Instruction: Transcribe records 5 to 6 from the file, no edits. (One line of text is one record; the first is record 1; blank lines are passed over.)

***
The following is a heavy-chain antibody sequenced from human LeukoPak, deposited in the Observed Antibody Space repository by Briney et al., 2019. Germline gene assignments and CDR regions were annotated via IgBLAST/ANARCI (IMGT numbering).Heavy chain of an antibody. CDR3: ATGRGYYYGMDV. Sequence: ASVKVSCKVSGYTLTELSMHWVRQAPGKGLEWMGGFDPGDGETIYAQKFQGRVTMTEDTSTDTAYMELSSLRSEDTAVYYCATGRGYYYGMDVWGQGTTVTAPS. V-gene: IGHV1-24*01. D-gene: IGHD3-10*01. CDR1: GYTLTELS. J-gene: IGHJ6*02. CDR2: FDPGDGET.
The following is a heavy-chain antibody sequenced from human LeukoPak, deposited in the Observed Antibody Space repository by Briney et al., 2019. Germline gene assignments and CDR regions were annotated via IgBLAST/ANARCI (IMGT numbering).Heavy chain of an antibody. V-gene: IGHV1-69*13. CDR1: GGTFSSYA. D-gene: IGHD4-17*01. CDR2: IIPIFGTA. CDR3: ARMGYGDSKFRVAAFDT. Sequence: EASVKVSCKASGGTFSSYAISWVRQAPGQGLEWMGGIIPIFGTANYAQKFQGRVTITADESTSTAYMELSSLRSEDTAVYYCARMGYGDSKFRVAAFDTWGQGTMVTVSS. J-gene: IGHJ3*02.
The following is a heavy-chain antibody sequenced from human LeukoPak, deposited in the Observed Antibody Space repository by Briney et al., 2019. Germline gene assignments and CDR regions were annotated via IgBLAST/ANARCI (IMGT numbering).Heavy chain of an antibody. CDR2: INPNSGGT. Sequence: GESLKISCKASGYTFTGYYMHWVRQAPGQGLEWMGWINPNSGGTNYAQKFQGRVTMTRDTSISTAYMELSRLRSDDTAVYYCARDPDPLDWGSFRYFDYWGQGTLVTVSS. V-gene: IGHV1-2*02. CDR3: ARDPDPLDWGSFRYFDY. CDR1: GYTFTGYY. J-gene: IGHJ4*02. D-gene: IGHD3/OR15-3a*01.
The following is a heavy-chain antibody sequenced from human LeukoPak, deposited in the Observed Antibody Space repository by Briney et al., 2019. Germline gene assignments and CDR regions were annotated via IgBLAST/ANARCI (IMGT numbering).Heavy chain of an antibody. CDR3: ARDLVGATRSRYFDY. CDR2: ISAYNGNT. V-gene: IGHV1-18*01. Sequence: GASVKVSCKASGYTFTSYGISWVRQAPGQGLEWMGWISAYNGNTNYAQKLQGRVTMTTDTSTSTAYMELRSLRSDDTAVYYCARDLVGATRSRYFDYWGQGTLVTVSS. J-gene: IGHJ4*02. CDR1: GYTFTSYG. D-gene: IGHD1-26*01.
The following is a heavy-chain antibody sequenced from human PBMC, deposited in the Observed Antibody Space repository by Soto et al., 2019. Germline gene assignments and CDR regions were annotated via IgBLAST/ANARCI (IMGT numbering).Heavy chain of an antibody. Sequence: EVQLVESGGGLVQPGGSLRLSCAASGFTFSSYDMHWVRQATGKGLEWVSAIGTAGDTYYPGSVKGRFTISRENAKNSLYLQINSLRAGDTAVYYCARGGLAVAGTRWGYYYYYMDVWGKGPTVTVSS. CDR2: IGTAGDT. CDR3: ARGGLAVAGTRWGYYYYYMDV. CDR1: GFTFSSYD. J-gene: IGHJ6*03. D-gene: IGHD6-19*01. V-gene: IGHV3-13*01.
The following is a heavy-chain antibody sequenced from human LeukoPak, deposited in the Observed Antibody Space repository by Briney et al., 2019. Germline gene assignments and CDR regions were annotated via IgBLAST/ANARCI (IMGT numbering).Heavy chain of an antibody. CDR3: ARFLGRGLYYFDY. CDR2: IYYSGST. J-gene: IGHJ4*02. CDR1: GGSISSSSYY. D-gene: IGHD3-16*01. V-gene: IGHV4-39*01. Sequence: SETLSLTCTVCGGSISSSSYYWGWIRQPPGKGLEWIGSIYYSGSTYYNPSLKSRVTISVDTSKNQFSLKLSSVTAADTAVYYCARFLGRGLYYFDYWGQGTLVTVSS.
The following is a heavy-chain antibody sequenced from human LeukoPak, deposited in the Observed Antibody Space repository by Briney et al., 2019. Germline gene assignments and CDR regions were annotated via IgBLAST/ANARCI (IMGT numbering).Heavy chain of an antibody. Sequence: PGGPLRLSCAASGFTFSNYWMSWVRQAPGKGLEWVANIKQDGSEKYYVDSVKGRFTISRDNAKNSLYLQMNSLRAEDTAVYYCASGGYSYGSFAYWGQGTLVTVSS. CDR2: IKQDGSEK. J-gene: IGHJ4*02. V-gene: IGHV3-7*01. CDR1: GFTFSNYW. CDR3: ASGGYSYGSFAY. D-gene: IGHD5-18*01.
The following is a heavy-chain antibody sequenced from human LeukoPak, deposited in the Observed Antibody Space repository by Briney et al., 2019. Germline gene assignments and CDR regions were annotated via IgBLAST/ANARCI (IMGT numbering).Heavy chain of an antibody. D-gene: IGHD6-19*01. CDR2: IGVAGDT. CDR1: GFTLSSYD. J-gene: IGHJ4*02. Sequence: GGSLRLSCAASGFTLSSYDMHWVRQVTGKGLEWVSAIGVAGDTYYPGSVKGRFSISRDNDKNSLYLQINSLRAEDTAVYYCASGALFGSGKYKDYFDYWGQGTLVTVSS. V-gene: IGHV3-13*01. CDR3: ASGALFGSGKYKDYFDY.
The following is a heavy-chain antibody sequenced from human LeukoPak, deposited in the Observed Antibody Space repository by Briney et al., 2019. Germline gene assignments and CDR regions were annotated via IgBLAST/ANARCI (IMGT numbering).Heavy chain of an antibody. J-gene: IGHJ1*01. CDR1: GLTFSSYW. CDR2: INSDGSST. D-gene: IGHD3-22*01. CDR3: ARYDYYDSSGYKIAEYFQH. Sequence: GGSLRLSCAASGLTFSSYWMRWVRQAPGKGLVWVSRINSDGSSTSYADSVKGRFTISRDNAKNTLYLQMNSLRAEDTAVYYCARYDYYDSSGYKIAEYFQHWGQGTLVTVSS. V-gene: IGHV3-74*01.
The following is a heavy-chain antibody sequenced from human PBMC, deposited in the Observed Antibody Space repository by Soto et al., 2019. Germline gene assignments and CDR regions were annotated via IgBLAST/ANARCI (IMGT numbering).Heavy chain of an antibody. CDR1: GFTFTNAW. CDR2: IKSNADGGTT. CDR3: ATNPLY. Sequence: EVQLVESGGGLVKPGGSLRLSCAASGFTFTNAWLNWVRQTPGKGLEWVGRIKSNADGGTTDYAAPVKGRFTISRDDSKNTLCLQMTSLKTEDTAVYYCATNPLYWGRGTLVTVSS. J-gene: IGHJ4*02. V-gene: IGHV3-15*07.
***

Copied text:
The following is a heavy-chain antibody sequenced from human PBMC, deposited in the Observed Antibody Space repository by Soto et al., 2019. Germline gene assignments and CDR regions were annotated via IgBLAST/ANARCI (IMGT numbering).Heavy chain of an antibody. Sequence: EVQLVESGGGLVQPGGSLRLSCAASGFTFSSYDMHWVRQATGKGLEWVSAIGTAGDTYYPGSVKGRFTISRENAKNSLYLQINSLRAGDTAVYYCARGGLAVAGTRWGYYYYYMDVWGKGPTVTVSS. CDR2: IGTAGDT. CDR3: ARGGLAVAGTRWGYYYYYMDV. CDR1: GFTFSSYD. J-gene: IGHJ6*03. D-gene: IGHD6-19*01. V-gene: IGHV3-13*01.
The following is a heavy-chain antibody sequenced from human LeukoPak, deposited in the Observed Antibody Space repository by Briney et al., 2019. Germline gene assignments and CDR regions were annotated via IgBLAST/ANARCI (IMGT numbering).Heavy chain of an antibody. CDR3: ARFLGRGLYYFDY. CDR2: IYYSGST. J-gene: IGHJ4*02. CDR1: GGSISSSSYY. D-gene: IGHD3-16*01. V-gene: IGHV4-39*01. Sequence: SETLSLTCTVCGGSISSSSYYWGWIRQPPGKGLEWIGSIYYSGSTYYNPSLKSRVTISVDTSKNQFSLKLSSVTAADTAVYYCARFLGRGLYYFDYWGQGTLVTVSS.